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Thank you very much, Mevlüt Çavuşoğlu [Minister of Foreign Affairs of Turkey], for the invitation, but also thank you for this excellent initiative that Finland and Turkey have taken; an initiative that is so much needed in today’s world and, in particular, thank you for focusing on the opportunities and the challenges that digital technologies offer to mediation.
This is one of the areas in which the Global Tech Panel that we have established with tech leaders from different backgrounds, from different parts of the world can contribute to, not only to the benefit of the European Union and its Member States but of all.
We live in times when the need to find mediation is too often associated with a sense of weakness. Too many think that, if I am strong I can impose my opinion on others, so no mediation is needed.
Thank you for this opportunity to express once again a very simple concept: it takes more courage to sit down with your adversary – with the other side - and find mediation, than to fight.
I saw this with my own eyes just a month ago, when I travelled to Mozambique for the signing of a peace agreement that ended decades of war. The leaders of the two sides literally fought a war against one another. And yet they found the courage to sit down for many months and to stand side by side and shake hands, so that the whole country could find peace and that the international community could find the courage to accompany them in this path.
There is more than ever the need for men and women of mediation. I would like to stress: men and women. I am particularly proud of the work we've been doing in these years – as European Union and with the United Nation – to make negotiations and peace processes more inclusive.
I have met – time and time again – with the Syrian and Yemeni women engaged in their countries respective peace processes. I would like to thank and acknowledge here the role that the UN Special Envoys have had in opening up for the role of women in mediation processes in the crisis areas.
As European Union, we have implemented a project focused on the Middle East/North Africa region to support women as players in these processes. We are now working on creating an informal platform of women leaders in peace and transition processes to increase the participation of women, including young women, and improve their role at all levels.
Their inclusion is not just a matter of social justice. We have seen, in these years, that women can bring an essential contribution to the table, and are even more essential to promote reconciliation within their communities, before and after a peace agreement is reached. When women sit at the table, agreements are more easily found. Most importantly, they stand longer.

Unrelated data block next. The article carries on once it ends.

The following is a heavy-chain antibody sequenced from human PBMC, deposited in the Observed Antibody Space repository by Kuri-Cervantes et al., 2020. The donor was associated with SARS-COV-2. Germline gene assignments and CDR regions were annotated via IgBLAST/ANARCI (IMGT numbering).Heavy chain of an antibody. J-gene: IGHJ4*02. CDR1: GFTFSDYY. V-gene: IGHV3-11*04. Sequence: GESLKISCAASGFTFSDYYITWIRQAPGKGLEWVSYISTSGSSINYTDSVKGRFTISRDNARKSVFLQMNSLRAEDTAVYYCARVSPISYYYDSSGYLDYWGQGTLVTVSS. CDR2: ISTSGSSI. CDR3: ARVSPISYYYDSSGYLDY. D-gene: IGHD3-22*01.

This requires much more than two signatures on a deal, even though those two signatures are essential. Peace has to be real in each and every community, and the quality of a mediation process is crucial to lay the foundations of reconciliation.
Mediation and its actors have to evolve, because our societies are changing and because the conflicts we face are more complex than ever. I believe mediation is already starting to change.
I am glad for your focus on mediation in the digital age. The opportunities are clear. Social media can make mediation processes much more inclusive: they can make the people's voice heard. They can also help explain the rationale of a peace deal in real time.
At the same time, the challenge for mediation teams is to filter out noise and disinformation that could reduce space for mediation inside the room. It is up to the mediators themselves to exploit the potential of new technologies while minimising their risks.
I remember very well the long weeks that we spent in Vienna negotiating the nuclear deal with Iran. In more than one situation, social media became a tool to prevent negative narratives from spreading, and to give a sense of what was truly happening in the room even without disclosing the content of the negotiation before the agreement was finalised.
There is a need for a new generation of mediators. Mediators who understand technology. But also mediators that truly represent their own societies. Women mediators and young mediators. Representatives of minorities and of all social backgrounds.
Mediation today is probably more complex than ever, it is also more essential than ever. It requires stubbornness and patience. And it requires real courage – because the real strength is not to scream louder, but to be visionary enough to find some common ground, especially when it seems almost impossible to be found.
Thank you very much again to both Finland and Turkey. You can always count on the European Union to support this kind of work in the world.